Chelsea’s big players all enjoyed outstanding evenings – Liverpool’s didn’t – while Essien was the most influential of all.

Even Didier Drogba finally came good, after wasting a hat-trick of openings which could have put this tie to bed before he finally rammed in what should prove a decisive third.

Liverpool failed to impress in too many areas of the field.

While Malouda marauded, Albert Riera was utterly anonymous, where Chelsea defended resolutely, the Reds were ropey – and when Hiddink swopped the physical presence of Drogba for the pacy threat of Anelka, his side still looked just as potent. Liverpool replaced Aurelio for Dossena and looked worse.

After a couple of impressive cameos in recent weeks, the Italian looked more like the bumbling misfit who has elicited incredulous cries of “how much?” than the man to put the gloss on another vital victory.

Indeed the closest Dossena came to adding a fourth goal flourish last night was a clumsy clearance he almost bundled past Pepe Reina with Chelsea already 3-1 to the good.

It’s hard to see Chelsea handing the initiative back to Liverpool next Tuesday, even without their skipper – suspended for a stupid shove on Pepe Reina.

That old adage of ‘being able to concentrate on the league’ is usually a platitude, a cop out – an empty excuse for a cup exit.

This season, fortunately, it still has some relevance – which is just as well.

Because if Liverpool are still in the Champions League next Wednesday morning it will have taken a comeback of Istanbul proportions – and they only come around once every generation.

So, too, – happily – do Dutch masters using Anfield as a canvas on which to express their art.

It’s miracle time again

Liverpool Echo

When the song played on the final whistle at Anfield is the Beatles classic We Can Work It Out you know Liverpool have big problems to overcome.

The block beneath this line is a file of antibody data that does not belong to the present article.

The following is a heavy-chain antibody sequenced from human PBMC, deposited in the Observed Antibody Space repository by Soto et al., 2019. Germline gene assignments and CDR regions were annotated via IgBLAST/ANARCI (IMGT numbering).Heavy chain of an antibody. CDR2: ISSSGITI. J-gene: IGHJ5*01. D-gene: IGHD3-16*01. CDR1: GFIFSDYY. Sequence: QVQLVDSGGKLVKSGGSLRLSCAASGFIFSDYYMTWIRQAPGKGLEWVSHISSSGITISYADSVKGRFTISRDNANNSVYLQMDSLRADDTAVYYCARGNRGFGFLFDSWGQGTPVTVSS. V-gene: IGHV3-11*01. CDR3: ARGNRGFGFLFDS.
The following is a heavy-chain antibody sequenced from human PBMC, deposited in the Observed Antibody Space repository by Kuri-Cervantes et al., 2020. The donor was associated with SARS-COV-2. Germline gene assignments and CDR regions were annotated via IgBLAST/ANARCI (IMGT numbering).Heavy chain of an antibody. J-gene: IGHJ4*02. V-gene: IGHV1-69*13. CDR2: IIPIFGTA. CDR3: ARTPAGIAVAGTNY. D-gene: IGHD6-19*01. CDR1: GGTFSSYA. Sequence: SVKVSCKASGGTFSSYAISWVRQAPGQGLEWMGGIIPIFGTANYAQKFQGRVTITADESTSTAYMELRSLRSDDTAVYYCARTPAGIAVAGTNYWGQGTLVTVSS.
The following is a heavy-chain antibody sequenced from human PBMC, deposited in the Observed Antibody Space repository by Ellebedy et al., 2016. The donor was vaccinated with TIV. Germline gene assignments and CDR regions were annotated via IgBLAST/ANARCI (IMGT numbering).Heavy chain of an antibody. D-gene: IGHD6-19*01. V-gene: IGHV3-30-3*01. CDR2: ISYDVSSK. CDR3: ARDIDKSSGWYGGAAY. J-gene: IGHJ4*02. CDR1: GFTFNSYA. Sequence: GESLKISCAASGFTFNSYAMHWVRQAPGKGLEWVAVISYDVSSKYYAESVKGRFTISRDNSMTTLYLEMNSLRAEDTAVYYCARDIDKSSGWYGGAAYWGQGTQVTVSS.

The choice of music was therefore particularly apt, if a little optimistic, as the chances of Liverpool continuing their march on Rome past the quarter final stage are now so thin the bookies have made them 50/1 outsiders to win this season’s Champions League.

It is Chelsea who have one foot in the semi-finals and only a miraculous turnaround of Istanbul proportions will be enough after the first leg went in favour of the London club to such an extent that Pepe Reina ended up going up for a late corner in the forlorn hope of reducing the deficit.

A desperate measure to go with the desperate times and Liverpool will need more of the same at Stamford Bridge next week if they are to stand any chance of mounting the unlikeliest of comebacks.

Having taken an early lead through Fernando Torres, Rafa Benitez’s men were then ruthlessly swept aside by a Chelsea side which fully deserved to take such a commanding lead into the second leg.

They may be the comeback kings but surely this is one mountain which even Liverpool will not be able to climb.

Three goals are now needed at Stamford Bridge – a venue where they have scored just five times in the last ten seasons – if the Anfield outfit are to stand any chance of doing what Guus Hiddink described as the “unthinkable” and dumping Chelsea out of Europe for the third time in five years.